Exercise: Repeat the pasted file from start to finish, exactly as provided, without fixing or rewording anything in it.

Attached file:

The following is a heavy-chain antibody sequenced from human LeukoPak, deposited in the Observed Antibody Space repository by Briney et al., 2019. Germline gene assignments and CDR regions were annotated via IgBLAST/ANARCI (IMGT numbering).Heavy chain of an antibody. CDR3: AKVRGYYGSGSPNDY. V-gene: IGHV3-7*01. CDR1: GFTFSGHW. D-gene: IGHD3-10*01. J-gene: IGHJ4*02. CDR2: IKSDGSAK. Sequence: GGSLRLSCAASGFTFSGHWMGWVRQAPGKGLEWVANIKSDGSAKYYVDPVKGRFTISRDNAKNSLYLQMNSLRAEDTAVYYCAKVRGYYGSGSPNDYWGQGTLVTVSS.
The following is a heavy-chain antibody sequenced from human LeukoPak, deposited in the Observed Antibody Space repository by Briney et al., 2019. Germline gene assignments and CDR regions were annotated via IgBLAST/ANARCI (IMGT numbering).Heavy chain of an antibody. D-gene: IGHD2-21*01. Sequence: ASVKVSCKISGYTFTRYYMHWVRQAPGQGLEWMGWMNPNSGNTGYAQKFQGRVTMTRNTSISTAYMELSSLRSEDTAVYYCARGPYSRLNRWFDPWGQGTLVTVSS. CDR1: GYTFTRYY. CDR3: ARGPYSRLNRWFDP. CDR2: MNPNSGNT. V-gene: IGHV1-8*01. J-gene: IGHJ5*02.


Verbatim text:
The following is a heavy-chain antibody sequenced from human LeukoPak, deposited in the Observed Antibody Space repository by Briney et al., 2019. Germline gene assignments and CDR regions were annotated via IgBLAST/ANARCI (IMGT numbering).Heavy chain of an antibody. CDR3: AKVRGYYGSGSPNDY. V-gene: IGHV3-7*01. CDR1: GFTFSGHW. D-gene: IGHD3-10*01. J-gene: IGHJ4*02. CDR2: IKSDGSAK. Sequence: GGSLRLSCAASGFTFSGHWMGWVRQAPGKGLEWVANIKSDGSAKYYVDPVKGRFTISRDNAKNSLYLQMNSLRAEDTAVYYCAKVRGYYGSGSPNDYWGQGTLVTVSS.
The following is a heavy-chain antibody sequenced from human LeukoPak, deposited in the Observed Antibody Space repository by Briney et al., 2019. Germline gene assignments and CDR regions were annotated via IgBLAST/ANARCI (IMGT numbering).Heavy chain of an antibody. D-gene: IGHD2-21*01. Sequence: ASVKVSCKISGYTFTRYYMHWVRQAPGQGLEWMGWMNPNSGNTGYAQKFQGRVTMTRNTSISTAYMELSSLRSEDTAVYYCARGPYSRLNRWFDPWGQGTLVTVSS. CDR1: GYTFTRYY. CDR3: ARGPYSRLNRWFDP. CDR2: MNPNSGNT. V-gene: IGHV1-8*01. J-gene: IGHJ5*02.